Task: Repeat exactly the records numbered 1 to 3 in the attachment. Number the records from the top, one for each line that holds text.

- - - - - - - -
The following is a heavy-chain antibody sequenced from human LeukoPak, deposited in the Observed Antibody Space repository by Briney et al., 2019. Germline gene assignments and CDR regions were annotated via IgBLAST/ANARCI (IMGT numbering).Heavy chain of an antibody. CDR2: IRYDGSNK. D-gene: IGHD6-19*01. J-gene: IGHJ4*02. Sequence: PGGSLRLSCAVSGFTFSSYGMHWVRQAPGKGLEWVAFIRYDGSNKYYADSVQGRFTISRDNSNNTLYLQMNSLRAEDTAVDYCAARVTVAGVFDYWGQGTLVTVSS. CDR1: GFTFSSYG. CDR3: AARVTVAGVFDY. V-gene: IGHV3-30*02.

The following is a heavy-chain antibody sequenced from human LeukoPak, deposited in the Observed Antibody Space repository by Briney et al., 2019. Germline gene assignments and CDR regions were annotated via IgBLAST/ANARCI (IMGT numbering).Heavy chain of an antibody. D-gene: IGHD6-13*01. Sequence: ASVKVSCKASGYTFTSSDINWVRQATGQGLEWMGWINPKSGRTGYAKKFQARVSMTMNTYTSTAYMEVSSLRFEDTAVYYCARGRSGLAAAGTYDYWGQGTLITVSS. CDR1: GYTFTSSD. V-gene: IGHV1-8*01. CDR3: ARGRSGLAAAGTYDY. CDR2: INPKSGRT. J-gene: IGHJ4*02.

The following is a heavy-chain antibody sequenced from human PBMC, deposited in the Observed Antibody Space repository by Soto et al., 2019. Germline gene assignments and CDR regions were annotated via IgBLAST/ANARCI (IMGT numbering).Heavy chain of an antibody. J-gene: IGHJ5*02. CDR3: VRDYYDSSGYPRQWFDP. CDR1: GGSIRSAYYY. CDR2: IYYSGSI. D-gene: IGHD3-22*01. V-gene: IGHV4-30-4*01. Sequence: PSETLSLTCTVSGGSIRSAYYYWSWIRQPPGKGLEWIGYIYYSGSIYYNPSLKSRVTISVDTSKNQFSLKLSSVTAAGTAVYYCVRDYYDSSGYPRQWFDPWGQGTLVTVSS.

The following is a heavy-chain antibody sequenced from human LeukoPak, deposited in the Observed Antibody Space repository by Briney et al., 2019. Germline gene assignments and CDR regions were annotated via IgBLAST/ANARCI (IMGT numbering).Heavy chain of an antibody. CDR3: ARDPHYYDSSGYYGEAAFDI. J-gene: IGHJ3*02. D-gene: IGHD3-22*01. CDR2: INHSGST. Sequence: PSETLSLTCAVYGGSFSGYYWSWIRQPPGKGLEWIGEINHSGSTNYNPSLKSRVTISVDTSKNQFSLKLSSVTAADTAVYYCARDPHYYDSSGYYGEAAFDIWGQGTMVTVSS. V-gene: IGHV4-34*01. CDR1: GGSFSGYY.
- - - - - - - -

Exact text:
The following is a heavy-chain antibody sequenced from human LeukoPak, deposited in the Observed Antibody Space repository by Briney et al., 2019. Germline gene assignments and CDR regions were annotated via IgBLAST/ANARCI (IMGT numbering).Heavy chain of an antibody. CDR2: IRYDGSNK. D-gene: IGHD6-19*01. J-gene: IGHJ4*02. Sequence: PGGSLRLSCAVSGFTFSSYGMHWVRQAPGKGLEWVAFIRYDGSNKYYADSVQGRFTISRDNSNNTLYLQMNSLRAEDTAVDYCAARVTVAGVFDYWGQGTLVTVSS. CDR1: GFTFSSYG. CDR3: AARVTVAGVFDY. V-gene: IGHV3-30*02.

The following is a heavy-chain antibody sequenced from human LeukoPak, deposited in the Observed Antibody Space repository by Briney et al., 2019. Germline gene assignments and CDR regions were annotated via IgBLAST/ANARCI (IMGT numbering).Heavy chain of an antibody. D-gene: IGHD6-13*01. Sequence: ASVKVSCKASGYTFTSSDINWVRQATGQGLEWMGWINPKSGRTGYAKKFQARVSMTMNTYTSTAYMEVSSLRFEDTAVYYCARGRSGLAAAGTYDYWGQGTLITVSS. CDR1: GYTFTSSD. V-gene: IGHV1-8*01. CDR3: ARGRSGLAAAGTYDY. CDR2: INPKSGRT. J-gene: IGHJ4*02.

The following is a heavy-chain antibody sequenced from human PBMC, deposited in the Observed Antibody Space repository by Soto et al., 2019. Germline gene assignments and CDR regions were annotated via IgBLAST/ANARCI (IMGT numbering).Heavy chain of an antibody. J-gene: IGHJ5*02. CDR3: VRDYYDSSGYPRQWFDP. CDR1: GGSIRSAYYY. CDR2: IYYSGSI. D-gene: IGHD3-22*01. V-gene: IGHV4-30-4*01. Sequence: PSETLSLTCTVSGGSIRSAYYYWSWIRQPPGKGLEWIGYIYYSGSIYYNPSLKSRVTISVDTSKNQFSLKLSSVTAAGTAVYYCVRDYYDSSGYPRQWFDPWGQGTLVTVSS.